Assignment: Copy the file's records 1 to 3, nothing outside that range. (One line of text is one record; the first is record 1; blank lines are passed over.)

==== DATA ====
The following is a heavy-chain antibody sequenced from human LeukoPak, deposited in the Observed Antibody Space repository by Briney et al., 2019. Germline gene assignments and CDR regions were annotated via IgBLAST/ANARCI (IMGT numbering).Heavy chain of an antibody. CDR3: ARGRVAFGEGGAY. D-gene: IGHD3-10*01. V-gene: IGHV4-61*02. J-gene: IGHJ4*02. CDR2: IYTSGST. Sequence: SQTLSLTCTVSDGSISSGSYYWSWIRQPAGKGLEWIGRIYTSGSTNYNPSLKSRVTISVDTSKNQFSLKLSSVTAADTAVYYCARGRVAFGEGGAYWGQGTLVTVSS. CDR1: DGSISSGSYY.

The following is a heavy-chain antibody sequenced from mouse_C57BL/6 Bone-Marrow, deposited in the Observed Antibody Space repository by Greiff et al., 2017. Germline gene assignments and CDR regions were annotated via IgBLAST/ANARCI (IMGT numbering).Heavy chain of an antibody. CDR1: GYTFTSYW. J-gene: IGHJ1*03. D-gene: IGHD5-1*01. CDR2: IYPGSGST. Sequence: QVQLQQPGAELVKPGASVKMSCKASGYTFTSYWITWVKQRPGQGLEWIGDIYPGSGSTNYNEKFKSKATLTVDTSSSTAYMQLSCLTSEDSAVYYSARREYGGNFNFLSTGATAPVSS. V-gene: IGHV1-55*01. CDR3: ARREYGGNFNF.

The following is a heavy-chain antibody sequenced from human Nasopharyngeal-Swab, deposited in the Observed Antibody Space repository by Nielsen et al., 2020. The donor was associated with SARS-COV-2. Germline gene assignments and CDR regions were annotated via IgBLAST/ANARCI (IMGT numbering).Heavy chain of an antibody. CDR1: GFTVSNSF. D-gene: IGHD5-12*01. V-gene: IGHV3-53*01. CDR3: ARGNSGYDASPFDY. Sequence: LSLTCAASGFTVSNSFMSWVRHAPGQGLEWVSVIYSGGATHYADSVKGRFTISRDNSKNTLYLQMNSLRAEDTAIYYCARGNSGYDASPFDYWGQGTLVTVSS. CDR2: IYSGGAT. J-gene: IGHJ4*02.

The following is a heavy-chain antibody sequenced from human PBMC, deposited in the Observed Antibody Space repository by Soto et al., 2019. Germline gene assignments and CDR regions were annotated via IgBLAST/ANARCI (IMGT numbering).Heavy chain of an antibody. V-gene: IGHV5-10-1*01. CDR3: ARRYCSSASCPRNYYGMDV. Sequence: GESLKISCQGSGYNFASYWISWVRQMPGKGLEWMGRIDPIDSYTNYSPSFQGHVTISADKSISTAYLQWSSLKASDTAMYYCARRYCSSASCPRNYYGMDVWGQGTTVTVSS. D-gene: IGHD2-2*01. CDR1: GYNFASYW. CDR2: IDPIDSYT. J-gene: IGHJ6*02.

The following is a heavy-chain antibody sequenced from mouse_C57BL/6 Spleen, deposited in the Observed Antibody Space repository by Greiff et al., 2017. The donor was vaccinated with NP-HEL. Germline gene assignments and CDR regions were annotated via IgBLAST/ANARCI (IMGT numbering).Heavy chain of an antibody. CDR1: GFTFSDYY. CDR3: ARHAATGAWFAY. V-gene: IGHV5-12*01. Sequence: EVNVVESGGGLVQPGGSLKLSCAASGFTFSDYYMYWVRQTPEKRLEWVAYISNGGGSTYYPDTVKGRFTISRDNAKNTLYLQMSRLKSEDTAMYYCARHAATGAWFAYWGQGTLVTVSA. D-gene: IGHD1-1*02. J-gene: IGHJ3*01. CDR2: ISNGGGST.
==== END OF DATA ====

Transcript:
The following is a heavy-chain antibody sequenced from human LeukoPak, deposited in the Observed Antibody Space repository by Briney et al., 2019. Germline gene assignments and CDR regions were annotated via IgBLAST/ANARCI (IMGT numbering).Heavy chain of an antibody. CDR3: ARGRVAFGEGGAY. D-gene: IGHD3-10*01. V-gene: IGHV4-61*02. J-gene: IGHJ4*02. CDR2: IYTSGST. Sequence: SQTLSLTCTVSDGSISSGSYYWSWIRQPAGKGLEWIGRIYTSGSTNYNPSLKSRVTISVDTSKNQFSLKLSSVTAADTAVYYCARGRVAFGEGGAYWGQGTLVTVSS. CDR1: DGSISSGSYY.

The following is a heavy-chain antibody sequenced from mouse_C57BL/6 Bone-Marrow, deposited in the Observed Antibody Space repository by Greiff et al., 2017. Germline gene assignments and CDR regions were annotated via IgBLAST/ANARCI (IMGT numbering).Heavy chain of an antibody. CDR1: GYTFTSYW. J-gene: IGHJ1*03. D-gene: IGHD5-1*01. CDR2: IYPGSGST. Sequence: QVQLQQPGAELVKPGASVKMSCKASGYTFTSYWITWVKQRPGQGLEWIGDIYPGSGSTNYNEKFKSKATLTVDTSSSTAYMQLSCLTSEDSAVYYSARREYGGNFNFLSTGATAPVSS. V-gene: IGHV1-55*01. CDR3: ARREYGGNFNF.

The following is a heavy-chain antibody sequenced from human Nasopharyngeal-Swab, deposited in the Observed Antibody Space repository by Nielsen et al., 2020. The donor was associated with SARS-COV-2. Germline gene assignments and CDR regions were annotated via IgBLAST/ANARCI (IMGT numbering).Heavy chain of an antibody. CDR1: GFTVSNSF. D-gene: IGHD5-12*01. V-gene: IGHV3-53*01. CDR3: ARGNSGYDASPFDY. Sequence: LSLTCAASGFTVSNSFMSWVRHAPGQGLEWVSVIYSGGATHYADSVKGRFTISRDNSKNTLYLQMNSLRAEDTAIYYCARGNSGYDASPFDYWGQGTLVTVSS. CDR2: IYSGGAT. J-gene: IGHJ4*02.